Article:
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Managing time apart while your ADF partner is deployed
Many ADF families will experience difficult times while their partner is deployed. As a result, families may feel a range of emotions, such as anxiety, fear of the unknown, anger and loneliness. These are common and normal emotions, and you should never suppress how you are feeling. There are also some ways that may make the time away from your partner more enjoyable and even create a sense of independence and confidence.
It is important to communicate with your partner prior to deployment about both your emotions, expectations and concerns. Agree on a mutual communication schedule, children’s routine and what you expect and need from each other. This will make the deployment less stressful for both parties.
Deployment can be especially hard on young families with the added demands of caring for children. Day to day activities and responsibilities falling on the shoulders of one parent can be difficult to manage. However, maintaining a regular routine for both yourself and your children will help you cope with such demands.
Make some time for planning
Planning is essential for keeping stress levels to a minimum. Plan a to-do list of things that you would like completed prior to your partner’s deployment. Major life changes such as a new job, a house move or a new school can add stress to the situation, so try to avoid these if possible when your partner is away. Try to maintain the same routine whilst your partner isn’t there, such as implementing the same bed time for the kids, school routine, exercise schedule and other activities.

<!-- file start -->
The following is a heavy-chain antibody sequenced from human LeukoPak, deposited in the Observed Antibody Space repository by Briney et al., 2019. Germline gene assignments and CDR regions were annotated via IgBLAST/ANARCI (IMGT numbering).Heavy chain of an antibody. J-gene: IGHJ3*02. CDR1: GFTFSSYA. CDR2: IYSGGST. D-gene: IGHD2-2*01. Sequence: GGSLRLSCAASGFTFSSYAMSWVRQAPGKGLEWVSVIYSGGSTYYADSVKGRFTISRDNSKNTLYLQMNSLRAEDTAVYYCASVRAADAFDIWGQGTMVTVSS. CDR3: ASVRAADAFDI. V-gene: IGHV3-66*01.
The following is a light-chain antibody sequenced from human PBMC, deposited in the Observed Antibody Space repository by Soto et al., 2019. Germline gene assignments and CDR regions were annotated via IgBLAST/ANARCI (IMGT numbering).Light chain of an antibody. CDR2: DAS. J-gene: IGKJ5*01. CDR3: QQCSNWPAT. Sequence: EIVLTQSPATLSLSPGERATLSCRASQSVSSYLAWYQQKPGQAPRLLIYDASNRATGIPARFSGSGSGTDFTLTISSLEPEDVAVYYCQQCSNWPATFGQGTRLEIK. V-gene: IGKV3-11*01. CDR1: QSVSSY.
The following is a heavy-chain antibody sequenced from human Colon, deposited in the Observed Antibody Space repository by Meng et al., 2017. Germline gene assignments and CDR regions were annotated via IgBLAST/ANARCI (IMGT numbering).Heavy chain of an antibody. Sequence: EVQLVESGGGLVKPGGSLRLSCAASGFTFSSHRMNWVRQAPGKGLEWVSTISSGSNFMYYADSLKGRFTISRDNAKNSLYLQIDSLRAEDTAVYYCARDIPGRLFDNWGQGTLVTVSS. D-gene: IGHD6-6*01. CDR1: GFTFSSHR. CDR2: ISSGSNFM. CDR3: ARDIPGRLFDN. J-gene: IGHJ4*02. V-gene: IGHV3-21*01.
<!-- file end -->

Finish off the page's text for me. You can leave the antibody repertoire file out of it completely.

Be kind to yourself
It’s ok to accept that this may be a hard time for yourself and your family. However, it can be a good opportunity to do things you enjoy or form new hobbies. Search at your local community centre for courses or workshops that you may be interested in.
It is important that you take care of your most important asset, which is your health. Getting daily exercise, nourishing your body with good food and having plenty of sleep is essential for good health. If you start to feel stressed, try breathing exercises, yoga or meditation. Also try to avoid excess alcohol, caffeine and processed foods, since that can contribute to inflammation in the body and increased stress levels.
Stay in touch with family and friends while your partner is away, as they can provide support, emotional comfort and assistance with practical tasks. Defence Community Organisation (DCO) can also be a great source of information and support. As part of this support, DCO run SMART programs that are targeted to the challenging aspects of deployment.
For further tips on staying connected during deployment, go to https://www.defence.gov.au/DCO/Military-life/Deployment/During.asp. If you would like to also receive more information on SMART programs, call the Defence Family Hotline on 1800 624 608.
Stay in touch
Speak to your partner prior to deployment about your communication while away. Agree to be positive, honest and open about each other’s emotions. Try not to discuss important things via email or text since this can sometimes be the cause of misunderstanding. Keep things positive and light, since discussing past issues or problems may not be effective when a partner is away. It is also important to be prepared that in some locations of deployment, communication may not go through as planned.
If at any time you’re not coping, it is essential that you reach out to family, friends or your Defence community.
The ADF community has numerous resources that can be found on the DCO website (www.defence.gov.au/dco). The Deployment Support Booklet (available on the DCO website) is also a great resource, as it contains detailed information on what you might expect from each stage of deployment.
If at any time you would like to speak to someone, the DCO helpline is available 24/7 on 1800 624 608.
Blog post written by Complete Corporate Wellness. Visit their website: https://www.completecorporatewellness.com.au/.
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